“And above all, watch with glittering eyes the whole world around you because the greatest secrets are always hidden in the most unlikely places. Those who don’t believe in magic will never find it.”
Today is Roald Dahl Day! If you are wondering “Who is Roald Dahl?” I can help. Think: Willy Wonka, Charlie Bucket, Matilda, the BFG, The Enormous Crocodile, The Fantastic Mr. Fox, Oompa Loompas, James and the Giant Peach… Do any of these ring a bell? If you haven’t read any of these stories yet, you’ll be happy to know, you are never too old to enjoy Roald Dahl’s magical genius. Better yet, if you have a child or a grandchild, read a Dahl book aloud to them. I promise, neither of you will be disappointed.
Before you head to the bookstore or library, I’d like to share with you Roald Dahl’s brilliant advice to children’s writers, excerpted from a letter Dahl wrote to “The Writer” magazine in October, 1975: “A Note on Writing Books for Children”:
What makes a good children’s writer? The writer must have a genuine and powerful wish not only to entertain children, but to teach them the habit of reading…[He or she] must be a jokey sort of fellow…[and] must like simple tricks and jokes and riddles and other childish things. He must be unconventional and inventive. He must have a really first-class plot. He must know what enthralls children and what bores them. They love being spooked. They love ghosts. They love the finding of treasure. The love chocolates and toys and money. They love magic. They love being made to giggle. They love seeing the villain meet a grisly death. They love a hero and they love the hero to be a winner. But they hate descriptive passages and flowery prose. They hate long descriptions of any sort. Many of them are sensitive to good writing and can spot a clumsy sentence. They like stories that contain a threat. “D’you know what I feel like?” said the big crocodile to the smaller one. “I feel like having a nice plump juicy child for my lunch.” They love that sort of thing. What else do they love? New inventions. Unorthodox methods. Eccentricity. Secret information. The list is long. But above all, when you write a story for them, bear in mind that they do not possess the same power of concentration as an adult, and they become very easily bored or diverted. Your story, therefore, must tantalize and titillate them on every page and all the time that you are writing you must be saying to yourself, “Is this too slow? Is it too dull? Will they stop reading?” To those questions, you must answer yes more often than you answer no. [If not] you must cross it out and start again.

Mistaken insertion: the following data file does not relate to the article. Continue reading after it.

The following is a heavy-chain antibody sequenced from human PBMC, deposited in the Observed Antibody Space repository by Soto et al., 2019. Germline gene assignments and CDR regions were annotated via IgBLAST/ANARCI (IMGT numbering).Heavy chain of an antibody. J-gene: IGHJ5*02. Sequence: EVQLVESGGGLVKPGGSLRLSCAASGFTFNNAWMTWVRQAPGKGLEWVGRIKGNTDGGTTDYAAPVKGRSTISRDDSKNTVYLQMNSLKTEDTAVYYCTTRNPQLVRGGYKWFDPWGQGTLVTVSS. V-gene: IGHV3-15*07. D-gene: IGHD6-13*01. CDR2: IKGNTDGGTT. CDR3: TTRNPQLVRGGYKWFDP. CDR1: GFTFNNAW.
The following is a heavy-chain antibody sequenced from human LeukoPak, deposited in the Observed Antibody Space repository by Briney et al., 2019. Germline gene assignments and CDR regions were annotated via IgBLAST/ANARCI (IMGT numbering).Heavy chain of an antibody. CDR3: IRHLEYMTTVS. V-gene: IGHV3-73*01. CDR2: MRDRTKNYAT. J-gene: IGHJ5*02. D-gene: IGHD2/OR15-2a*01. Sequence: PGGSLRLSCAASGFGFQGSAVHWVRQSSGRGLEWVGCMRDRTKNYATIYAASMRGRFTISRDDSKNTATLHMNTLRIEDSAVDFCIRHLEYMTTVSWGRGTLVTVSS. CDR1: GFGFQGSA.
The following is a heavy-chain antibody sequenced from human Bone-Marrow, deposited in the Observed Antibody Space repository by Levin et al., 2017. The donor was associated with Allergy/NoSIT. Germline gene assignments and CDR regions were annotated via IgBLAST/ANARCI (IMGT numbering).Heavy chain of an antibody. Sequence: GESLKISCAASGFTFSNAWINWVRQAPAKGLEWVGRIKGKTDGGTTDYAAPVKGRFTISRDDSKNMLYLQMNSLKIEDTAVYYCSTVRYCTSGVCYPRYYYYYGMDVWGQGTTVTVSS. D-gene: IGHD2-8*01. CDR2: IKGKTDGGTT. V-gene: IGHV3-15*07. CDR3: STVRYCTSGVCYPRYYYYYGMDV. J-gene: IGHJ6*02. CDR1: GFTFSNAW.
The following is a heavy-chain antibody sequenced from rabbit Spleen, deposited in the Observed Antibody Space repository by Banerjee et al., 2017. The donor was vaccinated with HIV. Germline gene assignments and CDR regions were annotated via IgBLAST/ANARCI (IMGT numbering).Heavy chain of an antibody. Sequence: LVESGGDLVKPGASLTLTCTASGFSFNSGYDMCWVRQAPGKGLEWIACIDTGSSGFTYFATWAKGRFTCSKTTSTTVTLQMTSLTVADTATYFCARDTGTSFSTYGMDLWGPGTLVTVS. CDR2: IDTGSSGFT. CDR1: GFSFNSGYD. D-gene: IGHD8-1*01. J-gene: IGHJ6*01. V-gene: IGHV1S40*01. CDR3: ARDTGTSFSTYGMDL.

To learn more about this iconic children’s author, read his fascinating biography, Storyteller: The Authorized Biography of Roald Dahl by Donald Sturrock.